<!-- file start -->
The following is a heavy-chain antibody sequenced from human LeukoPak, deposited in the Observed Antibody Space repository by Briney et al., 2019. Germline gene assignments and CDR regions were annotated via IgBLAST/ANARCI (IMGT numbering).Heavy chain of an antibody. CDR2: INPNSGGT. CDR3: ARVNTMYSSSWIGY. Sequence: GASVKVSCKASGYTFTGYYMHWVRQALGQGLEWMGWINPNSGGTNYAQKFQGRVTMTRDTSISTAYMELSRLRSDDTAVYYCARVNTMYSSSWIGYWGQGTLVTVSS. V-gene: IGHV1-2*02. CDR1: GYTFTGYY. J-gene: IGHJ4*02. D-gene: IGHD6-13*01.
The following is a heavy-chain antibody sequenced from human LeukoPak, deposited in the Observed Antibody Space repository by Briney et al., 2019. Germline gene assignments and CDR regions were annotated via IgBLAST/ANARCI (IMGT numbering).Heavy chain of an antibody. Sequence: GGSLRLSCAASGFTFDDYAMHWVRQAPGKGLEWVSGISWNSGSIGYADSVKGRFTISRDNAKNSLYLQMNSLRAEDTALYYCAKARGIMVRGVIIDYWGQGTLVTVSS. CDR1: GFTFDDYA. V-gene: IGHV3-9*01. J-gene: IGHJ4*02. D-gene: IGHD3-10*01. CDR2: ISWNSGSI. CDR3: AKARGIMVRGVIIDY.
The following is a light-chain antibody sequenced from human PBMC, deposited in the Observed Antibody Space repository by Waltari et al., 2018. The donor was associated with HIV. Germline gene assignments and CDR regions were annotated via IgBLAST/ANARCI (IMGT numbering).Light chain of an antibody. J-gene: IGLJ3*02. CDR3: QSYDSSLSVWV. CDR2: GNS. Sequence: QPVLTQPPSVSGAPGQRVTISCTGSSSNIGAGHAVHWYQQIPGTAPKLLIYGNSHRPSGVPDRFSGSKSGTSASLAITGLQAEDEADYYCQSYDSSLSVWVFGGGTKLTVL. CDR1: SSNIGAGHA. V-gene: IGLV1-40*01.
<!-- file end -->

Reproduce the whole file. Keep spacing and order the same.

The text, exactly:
The following is a heavy-chain antibody sequenced from human LeukoPak, deposited in the Observed Antibody Space repository by Briney et al., 2019. Germline gene assignments and CDR regions were annotated via IgBLAST/ANARCI (IMGT numbering).Heavy chain of an antibody. CDR2: INPNSGGT. CDR3: ARVNTMYSSSWIGY. Sequence: GASVKVSCKASGYTFTGYYMHWVRQALGQGLEWMGWINPNSGGTNYAQKFQGRVTMTRDTSISTAYMELSRLRSDDTAVYYCARVNTMYSSSWIGYWGQGTLVTVSS. V-gene: IGHV1-2*02. CDR1: GYTFTGYY. J-gene: IGHJ4*02. D-gene: IGHD6-13*01.
The following is a heavy-chain antibody sequenced from human LeukoPak, deposited in the Observed Antibody Space repository by Briney et al., 2019. Germline gene assignments and CDR regions were annotated via IgBLAST/ANARCI (IMGT numbering).Heavy chain of an antibody. Sequence: GGSLRLSCAASGFTFDDYAMHWVRQAPGKGLEWVSGISWNSGSIGYADSVKGRFTISRDNAKNSLYLQMNSLRAEDTALYYCAKARGIMVRGVIIDYWGQGTLVTVSS. CDR1: GFTFDDYA. V-gene: IGHV3-9*01. J-gene: IGHJ4*02. D-gene: IGHD3-10*01. CDR2: ISWNSGSI. CDR3: AKARGIMVRGVIIDY.
The following is a light-chain antibody sequenced from human PBMC, deposited in the Observed Antibody Space repository by Waltari et al., 2018. The donor was associated with HIV. Germline gene assignments and CDR regions were annotated via IgBLAST/ANARCI (IMGT numbering).Light chain of an antibody. J-gene: IGLJ3*02. CDR3: QSYDSSLSVWV. CDR2: GNS. Sequence: QPVLTQPPSVSGAPGQRVTISCTGSSSNIGAGHAVHWYQQIPGTAPKLLIYGNSHRPSGVPDRFSGSKSGTSASLAITGLQAEDEADYYCQSYDSSLSVWVFGGGTKLTVL. CDR1: SSNIGAGHA. V-gene: IGLV1-40*01.